Wednesday, February 08, 2006

What the elections reveal about the far left in Palestine and Egypt

One of the interesting aspects of the recent elections in Palestine was the failure of the left to unite to form a “third force” that could challenge the polarised battle between Fatah and Hamas.

The total vote for the two socialist lists was 7.17%, a total of 71000 votes, and they won 4 seats.

Socialists of the PFLP stood under the banner “list no. 3, the list of the martyr Abu Ali Mustafa!" (Abu Ali Mustafa is general secretary of the PFLP and is imprisoned in Jericho.) This list won 42000 votes, (4.25%).

Another coalition of socialists stood as “List 4 the Alternative” also won 29000 votes (2.92%) and seem to have stood on a more explicitly Marxist programme.

The election was undoubtedly polarised between Fatah and “Change and Reform” (The Hamas list), so getting over 7% is a reasonable vote for the hard left, and is a basis to build upon.

It compares favourably with the Egyptian elections where socialists and secular opposition parties were marginalised.

Bizarrely there was an article in Socialist Worker about Kamal Khalil - a Revolutionary Socialist - who SW claimed was "set to win" his seat in Cairo if it had not been for deliberate election fraud - govt closing the polling stations, etc,

Now this is of course possible, but it doesn't match the account of the elections in Al Ahram.

electoral fraud: :

The first of these articles talks about only a 10% turnout in urban constituencies, and the vote polarised between the (banned) Moslem Brotherhood and the govt party. The secular opposition have been wiped out and even former Free Officer (Nasser's close circle) Khaled Mohieddin has lost his seat. It quotes a leading oppositionist saying that people didn't vote for Khalil because his name was not explicitly Islamic. What is more the other secular politicians are admitting that they were marginalised by a polarisation between the Islamists and the govt.

With regard to electoral interference, the govt party would be more opposed to the Moslem Brotherhood (MB) than to a socialist, however revolutionary, and exactly the same electoral irregularities were practised across the country with the aim of keeping out the MB candidates, but they nevertheless won 100 seats, trebling their standing in parliament.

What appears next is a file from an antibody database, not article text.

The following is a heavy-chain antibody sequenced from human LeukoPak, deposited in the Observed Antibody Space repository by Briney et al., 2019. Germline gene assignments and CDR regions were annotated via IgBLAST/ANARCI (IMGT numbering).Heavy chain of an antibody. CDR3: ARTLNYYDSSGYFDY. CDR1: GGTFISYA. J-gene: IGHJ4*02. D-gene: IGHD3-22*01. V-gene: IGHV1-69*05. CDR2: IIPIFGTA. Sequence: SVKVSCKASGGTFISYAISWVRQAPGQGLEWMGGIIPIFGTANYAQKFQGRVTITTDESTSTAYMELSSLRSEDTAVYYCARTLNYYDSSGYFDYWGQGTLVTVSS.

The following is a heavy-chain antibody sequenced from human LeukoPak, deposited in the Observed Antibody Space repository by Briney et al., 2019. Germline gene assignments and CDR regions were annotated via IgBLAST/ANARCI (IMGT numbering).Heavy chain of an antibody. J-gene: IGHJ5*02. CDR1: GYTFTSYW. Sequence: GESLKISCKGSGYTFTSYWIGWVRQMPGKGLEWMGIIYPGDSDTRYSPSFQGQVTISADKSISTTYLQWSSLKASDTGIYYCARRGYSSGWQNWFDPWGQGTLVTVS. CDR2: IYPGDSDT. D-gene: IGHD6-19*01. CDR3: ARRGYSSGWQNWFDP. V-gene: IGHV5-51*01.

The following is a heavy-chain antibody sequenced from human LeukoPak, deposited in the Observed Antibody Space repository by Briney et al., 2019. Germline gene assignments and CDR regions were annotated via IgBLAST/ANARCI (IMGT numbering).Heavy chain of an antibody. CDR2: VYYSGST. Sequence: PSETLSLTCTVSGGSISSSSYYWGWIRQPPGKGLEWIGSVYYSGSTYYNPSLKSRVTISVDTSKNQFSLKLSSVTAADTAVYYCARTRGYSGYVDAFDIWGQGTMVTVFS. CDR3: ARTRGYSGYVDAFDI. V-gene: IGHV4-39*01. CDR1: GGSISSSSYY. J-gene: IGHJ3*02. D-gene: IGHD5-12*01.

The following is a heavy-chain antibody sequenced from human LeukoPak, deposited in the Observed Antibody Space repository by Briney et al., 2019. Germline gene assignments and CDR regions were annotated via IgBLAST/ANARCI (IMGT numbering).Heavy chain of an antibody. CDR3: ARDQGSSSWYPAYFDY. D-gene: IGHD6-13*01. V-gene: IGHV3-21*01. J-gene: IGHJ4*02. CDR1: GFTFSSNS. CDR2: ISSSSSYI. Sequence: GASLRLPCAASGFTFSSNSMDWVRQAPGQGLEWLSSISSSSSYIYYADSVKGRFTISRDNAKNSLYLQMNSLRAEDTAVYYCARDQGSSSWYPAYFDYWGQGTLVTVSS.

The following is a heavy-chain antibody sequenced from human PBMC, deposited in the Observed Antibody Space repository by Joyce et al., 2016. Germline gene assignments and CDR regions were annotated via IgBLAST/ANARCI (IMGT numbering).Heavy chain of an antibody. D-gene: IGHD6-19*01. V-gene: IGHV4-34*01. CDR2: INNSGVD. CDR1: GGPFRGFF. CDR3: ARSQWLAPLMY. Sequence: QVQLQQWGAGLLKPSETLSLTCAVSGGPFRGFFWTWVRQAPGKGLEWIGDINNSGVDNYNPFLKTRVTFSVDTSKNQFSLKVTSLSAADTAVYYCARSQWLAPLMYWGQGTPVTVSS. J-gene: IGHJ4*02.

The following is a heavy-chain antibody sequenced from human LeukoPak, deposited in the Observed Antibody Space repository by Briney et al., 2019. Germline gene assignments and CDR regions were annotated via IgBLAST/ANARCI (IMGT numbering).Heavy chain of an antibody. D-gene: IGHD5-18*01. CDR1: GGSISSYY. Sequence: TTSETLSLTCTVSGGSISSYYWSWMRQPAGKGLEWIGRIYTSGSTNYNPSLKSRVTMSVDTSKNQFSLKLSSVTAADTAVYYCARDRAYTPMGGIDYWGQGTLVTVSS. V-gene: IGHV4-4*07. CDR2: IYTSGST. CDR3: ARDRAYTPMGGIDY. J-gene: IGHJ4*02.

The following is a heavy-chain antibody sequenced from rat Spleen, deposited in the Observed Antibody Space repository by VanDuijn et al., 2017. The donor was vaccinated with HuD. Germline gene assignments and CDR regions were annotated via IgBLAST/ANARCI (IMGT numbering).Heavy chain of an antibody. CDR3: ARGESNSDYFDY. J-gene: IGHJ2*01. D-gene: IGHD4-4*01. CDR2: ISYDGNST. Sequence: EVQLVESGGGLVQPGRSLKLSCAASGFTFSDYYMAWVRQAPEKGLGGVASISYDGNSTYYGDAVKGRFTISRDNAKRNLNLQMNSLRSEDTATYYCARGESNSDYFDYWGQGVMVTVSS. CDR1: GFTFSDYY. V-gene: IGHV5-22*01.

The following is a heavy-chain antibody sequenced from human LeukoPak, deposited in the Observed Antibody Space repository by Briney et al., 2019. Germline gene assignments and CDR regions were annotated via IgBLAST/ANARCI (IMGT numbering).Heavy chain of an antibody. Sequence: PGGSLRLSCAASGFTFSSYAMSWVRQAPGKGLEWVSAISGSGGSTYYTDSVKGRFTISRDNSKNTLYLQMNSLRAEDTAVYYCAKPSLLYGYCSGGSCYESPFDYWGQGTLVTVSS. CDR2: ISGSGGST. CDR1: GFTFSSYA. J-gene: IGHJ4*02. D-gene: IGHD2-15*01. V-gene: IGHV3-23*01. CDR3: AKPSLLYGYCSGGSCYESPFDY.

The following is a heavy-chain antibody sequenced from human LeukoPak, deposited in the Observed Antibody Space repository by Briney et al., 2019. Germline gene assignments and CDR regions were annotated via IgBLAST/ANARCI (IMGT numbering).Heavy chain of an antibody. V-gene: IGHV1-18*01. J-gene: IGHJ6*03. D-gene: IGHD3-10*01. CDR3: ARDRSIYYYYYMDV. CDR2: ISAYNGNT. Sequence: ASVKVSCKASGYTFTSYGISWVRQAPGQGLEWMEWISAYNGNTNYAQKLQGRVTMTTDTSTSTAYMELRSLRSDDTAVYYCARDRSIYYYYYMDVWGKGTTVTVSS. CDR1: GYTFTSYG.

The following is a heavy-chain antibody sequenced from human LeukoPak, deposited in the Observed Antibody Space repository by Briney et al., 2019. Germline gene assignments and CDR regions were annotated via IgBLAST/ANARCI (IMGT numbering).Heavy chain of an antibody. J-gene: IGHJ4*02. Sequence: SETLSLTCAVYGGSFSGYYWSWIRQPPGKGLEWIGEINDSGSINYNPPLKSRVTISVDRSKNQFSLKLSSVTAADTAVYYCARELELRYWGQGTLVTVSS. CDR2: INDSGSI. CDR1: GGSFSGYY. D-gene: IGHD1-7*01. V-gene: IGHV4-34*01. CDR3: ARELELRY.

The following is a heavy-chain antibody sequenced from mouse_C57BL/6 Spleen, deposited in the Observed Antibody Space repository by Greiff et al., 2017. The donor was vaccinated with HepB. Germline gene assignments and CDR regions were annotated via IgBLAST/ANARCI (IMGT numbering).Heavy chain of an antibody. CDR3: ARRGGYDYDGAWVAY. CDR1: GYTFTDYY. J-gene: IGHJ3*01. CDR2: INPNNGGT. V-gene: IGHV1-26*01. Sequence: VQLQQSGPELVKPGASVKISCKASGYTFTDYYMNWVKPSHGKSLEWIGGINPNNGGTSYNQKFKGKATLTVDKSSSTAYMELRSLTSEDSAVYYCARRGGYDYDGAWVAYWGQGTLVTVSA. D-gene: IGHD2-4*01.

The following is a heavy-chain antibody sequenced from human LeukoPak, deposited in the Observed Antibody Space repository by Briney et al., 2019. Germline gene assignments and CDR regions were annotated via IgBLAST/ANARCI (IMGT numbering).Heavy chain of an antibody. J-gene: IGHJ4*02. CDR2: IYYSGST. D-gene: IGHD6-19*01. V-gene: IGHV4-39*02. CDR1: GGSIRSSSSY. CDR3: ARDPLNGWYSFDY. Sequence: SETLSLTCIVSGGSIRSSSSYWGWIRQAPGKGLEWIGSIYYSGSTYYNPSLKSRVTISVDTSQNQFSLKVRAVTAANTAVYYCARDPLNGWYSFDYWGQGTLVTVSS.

So the picture in Egypt is interesting, that there is an active secular left, who were able to hegemonise street demonstrations for democracy, but when it came to the actual elections, it was exposed that they stood on a relatively narrow base. Where opposition to the govt was expressed at the polls it overwhelmingly went to the Islamists. The following interesting article in al Ahram discusses the left in Egyptian society:
“There is still hope, Veteran left-wing lawyer, El-Hilali suggests, if leftists find a way to work together, though "not in the form of yet another political party". What is needed, he says, is a broad non-ideological coalition, "including as many factions as possible and able to steer away from the typical ghettoising of Trotskyites, Nasserists and the like".

“Because leftists cannot hope to achieve political change alone, El-Hilali echoed the calls made by less radical leftist factions on the importance of working with Islamists, urging "hysterical and frantic critics" of such a move to "stop". "There are fundamental differences but we are agreed on our opposition to the regime and to imperialism... There is no justification in refraining from engaging in joint work."

“Tamer Wageeh, of the Socialist Studies Centre, pointed to the "ill-defined" masses of activists who have taken to the streets in the last six years, citing Intifada solidarity demonstrations, anti-war protests and the more recent demonstrations demanding change in Egypt. But instead of swelling the ranks of left-wing factions these young and politicised activists are rejecting the left label.

"They don't define themselves as yassar (left) though they subscribe to its principles -- anti-privatisation, anti- imperialism, women's rights, Coptic rights and so on -- because the reputation of the Egyptian left has put them off. The challenge is to integrate these people into the movement."

“It is equally important, he added, for the left-leaning anti- Mubarak group Kifaya to not just maintain its activities but expand them to include socio-economic issues.
“If the left doesn't work on enhancing its appeal, he said, the results are easy to foresee. "There will be a great void and people will simply turn to the right." ”

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